The GNWT will soon be testing blood samples from NWT residents to look for any antibodies that developed naturally from infection and immunization to the virus that causes COVID-19.
Blood samples will be collected from as far back as April of this year. The Chief Public Health Officer will be working with the Hay River Health and Social Services Authority, Northwest Territories Health and Social Services Authority, and Tłı̨chǫ Community Services Agency.
The samples will be kept anonymous, and will only be identified by the donor’s age, as well as the date the sample was taken, and the region it was taken from. Any names or other identifying factors will be removed. This will ensure that no individual donor’s information is available.
The samples will then be sent to the Canadian Blood Services. Once there, they will be tested for antibodies against COVID-19. Antibodies are produced naturally by the body to fight off infections. this study will be looking to determine if any antibodies were produced after a subject was infected with COVID-19, or after they received one of the vaccines.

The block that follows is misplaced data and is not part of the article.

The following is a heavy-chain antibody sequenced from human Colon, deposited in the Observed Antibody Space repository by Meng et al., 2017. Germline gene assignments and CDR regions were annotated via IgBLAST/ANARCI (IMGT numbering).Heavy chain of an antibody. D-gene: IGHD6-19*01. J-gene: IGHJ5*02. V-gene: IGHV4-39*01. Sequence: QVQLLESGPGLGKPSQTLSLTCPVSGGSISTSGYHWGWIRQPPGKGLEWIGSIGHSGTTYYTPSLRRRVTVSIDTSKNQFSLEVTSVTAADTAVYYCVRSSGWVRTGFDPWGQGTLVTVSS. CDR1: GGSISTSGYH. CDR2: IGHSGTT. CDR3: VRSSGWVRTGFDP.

Like other regions of Canada, the NWT is no longer tracking individual cases of COVID-19. Instead, the NWT is tracking severe outcomes of COVID-19 (hospitalizations, ICU admissions, deaths) and monitoring wastewater for changes over time (7-day periods) to detect high or increasing levels of COVID-19 activity in a community. Surveying blood samples will be another way to monitor and assess the impact of COVID-19 to optimize health-system planning.
The NWT will be conducting more research into any severe COVID incidents that may have occurred after significant events throughout the year. These events include the lifting of the public health emergency in April, and the Spring wave of the Omicron variant in June.